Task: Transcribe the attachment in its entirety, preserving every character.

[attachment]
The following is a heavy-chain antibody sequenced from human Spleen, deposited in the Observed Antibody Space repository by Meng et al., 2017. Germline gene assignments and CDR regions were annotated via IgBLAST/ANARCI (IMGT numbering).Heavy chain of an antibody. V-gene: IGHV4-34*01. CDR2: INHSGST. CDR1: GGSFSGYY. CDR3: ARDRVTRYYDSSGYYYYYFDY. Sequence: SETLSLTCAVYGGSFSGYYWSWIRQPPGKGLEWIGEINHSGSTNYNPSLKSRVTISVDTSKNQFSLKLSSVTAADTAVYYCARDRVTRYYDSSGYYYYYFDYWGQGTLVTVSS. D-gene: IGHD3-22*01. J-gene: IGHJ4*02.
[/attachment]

The following is a heavy-chain antibody sequenced from human Spleen, deposited in the Observed Antibody Space repository by Meng et al., 2017. Germline gene assignments and CDR regions were annotated via IgBLAST/ANARCI (IMGT numbering).Heavy chain of an antibody. V-gene: IGHV4-34*01. CDR2: INHSGST. CDR1: GGSFSGYY. CDR3: ARDRVTRYYDSSGYYYYYFDY. Sequence: SETLSLTCAVYGGSFSGYYWSWIRQPPGKGLEWIGEINHSGSTNYNPSLKSRVTISVDTSKNQFSLKLSSVTAADTAVYYCARDRVTRYYDSSGYYYYYFDYWGQGTLVTVSS. D-gene: IGHD3-22*01. J-gene: IGHJ4*02.